Risotto with Courgettes and their flowers

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July 16, 2015 by dgarnett2013

Risotto with Courgettes and their flowers: Kitchen Memories by Lucy Boyd


serves 2 – 4

  • 1 litre good-quality chicken stock (light stock is good so it doesn’t overpower courgettes)
  • 6-8 smallish from young courgettes and their flowers
  • 2 tabs olive oil
  • 75g unsalted butter
  • 1 small to medium sized red onion, peeled and finely chopped
  • 2 plump garlic cloves, peeled and very finely chopped
  • 250g arborio rice
  • 175ml dry vermouth or good-quality dry white wine
  • 75g freshly grated Parmesan
  • 1 handful of fresh basil leaves, washed, dried and chopped
  • sea salt and black pepper


Pour the stock into a saucepan, put on the heat and bring to a simmer.

Cut off the stem and pinch out the stakes from the courgette flowers, brush away any dirt and tear the petals lengthways into three pieces.

Top and tail the courgettes and cut into thin discs, about 3mm thick. If the courettes are larger but them in half lengthways, then slice into discs.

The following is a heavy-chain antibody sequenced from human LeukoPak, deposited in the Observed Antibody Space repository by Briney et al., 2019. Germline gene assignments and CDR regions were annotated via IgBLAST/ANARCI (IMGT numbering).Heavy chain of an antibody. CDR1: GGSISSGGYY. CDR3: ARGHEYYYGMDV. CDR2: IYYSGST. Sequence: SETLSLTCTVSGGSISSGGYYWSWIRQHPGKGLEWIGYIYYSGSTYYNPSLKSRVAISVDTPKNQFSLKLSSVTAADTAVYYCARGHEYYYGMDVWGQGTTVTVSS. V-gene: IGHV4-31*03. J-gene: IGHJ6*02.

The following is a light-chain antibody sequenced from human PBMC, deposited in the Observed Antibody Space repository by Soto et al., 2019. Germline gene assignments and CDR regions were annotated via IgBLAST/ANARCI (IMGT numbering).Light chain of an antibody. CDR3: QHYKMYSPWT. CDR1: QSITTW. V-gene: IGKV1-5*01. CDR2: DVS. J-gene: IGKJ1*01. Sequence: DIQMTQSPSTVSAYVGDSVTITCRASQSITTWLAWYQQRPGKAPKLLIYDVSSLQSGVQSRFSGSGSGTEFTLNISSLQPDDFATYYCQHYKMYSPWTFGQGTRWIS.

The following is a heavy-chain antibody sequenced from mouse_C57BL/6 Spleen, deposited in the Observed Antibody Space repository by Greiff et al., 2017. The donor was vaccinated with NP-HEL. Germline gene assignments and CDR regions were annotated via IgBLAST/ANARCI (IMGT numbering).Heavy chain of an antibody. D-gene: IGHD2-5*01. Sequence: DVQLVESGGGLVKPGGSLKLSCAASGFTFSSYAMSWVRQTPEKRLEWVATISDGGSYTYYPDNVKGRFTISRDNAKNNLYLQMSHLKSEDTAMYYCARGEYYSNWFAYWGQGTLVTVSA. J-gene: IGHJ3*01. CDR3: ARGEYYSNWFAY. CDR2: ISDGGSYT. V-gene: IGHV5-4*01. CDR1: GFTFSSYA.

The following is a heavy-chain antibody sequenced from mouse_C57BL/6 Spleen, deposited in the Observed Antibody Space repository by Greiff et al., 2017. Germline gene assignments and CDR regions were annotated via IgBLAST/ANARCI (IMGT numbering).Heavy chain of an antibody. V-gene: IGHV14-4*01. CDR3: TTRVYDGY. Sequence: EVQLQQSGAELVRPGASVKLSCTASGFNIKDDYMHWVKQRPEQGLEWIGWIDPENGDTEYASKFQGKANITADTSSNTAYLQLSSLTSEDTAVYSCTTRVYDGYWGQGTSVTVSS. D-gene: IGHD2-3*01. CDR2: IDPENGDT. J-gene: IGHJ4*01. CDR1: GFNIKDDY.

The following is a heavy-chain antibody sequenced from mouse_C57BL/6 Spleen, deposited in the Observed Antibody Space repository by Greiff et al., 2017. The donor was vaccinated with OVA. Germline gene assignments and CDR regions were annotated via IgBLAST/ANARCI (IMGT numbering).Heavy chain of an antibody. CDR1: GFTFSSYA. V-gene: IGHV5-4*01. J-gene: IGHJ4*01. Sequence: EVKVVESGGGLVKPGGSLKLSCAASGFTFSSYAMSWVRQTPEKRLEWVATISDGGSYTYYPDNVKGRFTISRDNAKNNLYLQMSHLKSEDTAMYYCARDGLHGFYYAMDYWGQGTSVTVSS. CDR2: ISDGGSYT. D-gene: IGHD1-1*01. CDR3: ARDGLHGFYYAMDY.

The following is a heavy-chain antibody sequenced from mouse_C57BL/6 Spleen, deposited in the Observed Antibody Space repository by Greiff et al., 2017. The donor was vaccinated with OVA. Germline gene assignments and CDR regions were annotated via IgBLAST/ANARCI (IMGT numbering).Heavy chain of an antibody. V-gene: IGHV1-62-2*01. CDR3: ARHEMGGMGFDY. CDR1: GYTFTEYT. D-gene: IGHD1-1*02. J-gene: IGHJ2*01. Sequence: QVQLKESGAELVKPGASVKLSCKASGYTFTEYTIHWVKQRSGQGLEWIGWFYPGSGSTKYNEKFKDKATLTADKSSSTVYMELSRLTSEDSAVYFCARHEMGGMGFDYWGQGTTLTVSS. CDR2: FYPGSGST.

Heat the olive oil and a knob of butter (keeping some back for later) in a heavy-based pan.

Add the onion and sweat over a low heat for 5 minutes until it starts to soften. Add the garlic and sweat for a minute or two with the onion until it becomes soft but not coloured.

Stir the rice into the onion and garlic, turn up thereat a little and, once the rice starts to become less opaque around the edges – about 5 mins – add the vermouth or wine.

Stir slowly until the rice has absorbed the liquid, then add a ladleful of the simmering stock and stir into the rice until it has been absorbed.

Add another ladleful of stick and repeat the process. The starches in the rice are gradually released, which is important for the consistency of the risotto.

Add the courgettes but not the flowers. Keep adding a ladleful of stock at a time on a low simmering heat and stirring until it has been absorbed.

After about 18 mins check the rice, it should be soft but not mushy and with a little bite – it will continue to cook after the heat has been turned off.

Stir in the torn flowers with the remaining butter, half the Parmesan and the chopped basil.

Season with salt and pepper and serve with more grated Parmesan on top.

Summer flowers.

terracejuly3 terrace1



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